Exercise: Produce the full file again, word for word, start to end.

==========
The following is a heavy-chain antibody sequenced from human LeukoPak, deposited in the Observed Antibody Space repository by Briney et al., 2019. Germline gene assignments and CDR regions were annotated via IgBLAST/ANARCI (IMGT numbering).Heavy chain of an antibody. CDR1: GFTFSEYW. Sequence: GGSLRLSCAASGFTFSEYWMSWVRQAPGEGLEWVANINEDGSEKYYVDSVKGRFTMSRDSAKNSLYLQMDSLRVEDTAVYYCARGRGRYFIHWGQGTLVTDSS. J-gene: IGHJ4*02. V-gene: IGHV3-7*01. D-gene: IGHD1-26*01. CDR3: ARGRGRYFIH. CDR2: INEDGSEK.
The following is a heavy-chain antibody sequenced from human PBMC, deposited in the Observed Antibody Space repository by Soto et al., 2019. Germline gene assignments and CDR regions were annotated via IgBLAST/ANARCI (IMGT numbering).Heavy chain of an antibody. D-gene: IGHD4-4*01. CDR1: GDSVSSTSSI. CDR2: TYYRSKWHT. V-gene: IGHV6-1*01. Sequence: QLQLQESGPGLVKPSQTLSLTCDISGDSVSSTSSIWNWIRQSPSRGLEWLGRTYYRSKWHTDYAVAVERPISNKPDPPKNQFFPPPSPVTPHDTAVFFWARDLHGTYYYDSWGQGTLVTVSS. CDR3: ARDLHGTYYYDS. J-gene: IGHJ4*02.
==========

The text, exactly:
The following is a heavy-chain antibody sequenced from human LeukoPak, deposited in the Observed Antibody Space repository by Briney et al., 2019. Germline gene assignments and CDR regions were annotated via IgBLAST/ANARCI (IMGT numbering).Heavy chain of an antibody. CDR1: GFTFSEYW. Sequence: GGSLRLSCAASGFTFSEYWMSWVRQAPGEGLEWVANINEDGSEKYYVDSVKGRFTMSRDSAKNSLYLQMDSLRVEDTAVYYCARGRGRYFIHWGQGTLVTDSS. J-gene: IGHJ4*02. V-gene: IGHV3-7*01. D-gene: IGHD1-26*01. CDR3: ARGRGRYFIH. CDR2: INEDGSEK.
The following is a heavy-chain antibody sequenced from human PBMC, deposited in the Observed Antibody Space repository by Soto et al., 2019. Germline gene assignments and CDR regions were annotated via IgBLAST/ANARCI (IMGT numbering).Heavy chain of an antibody. D-gene: IGHD4-4*01. CDR1: GDSVSSTSSI. CDR2: TYYRSKWHT. V-gene: IGHV6-1*01. Sequence: QLQLQESGPGLVKPSQTLSLTCDISGDSVSSTSSIWNWIRQSPSRGLEWLGRTYYRSKWHTDYAVAVERPISNKPDPPKNQFFPPPSPVTPHDTAVFFWARDLHGTYYYDSWGQGTLVTVSS. CDR3: ARDLHGTYYYDS. J-gene: IGHJ4*02.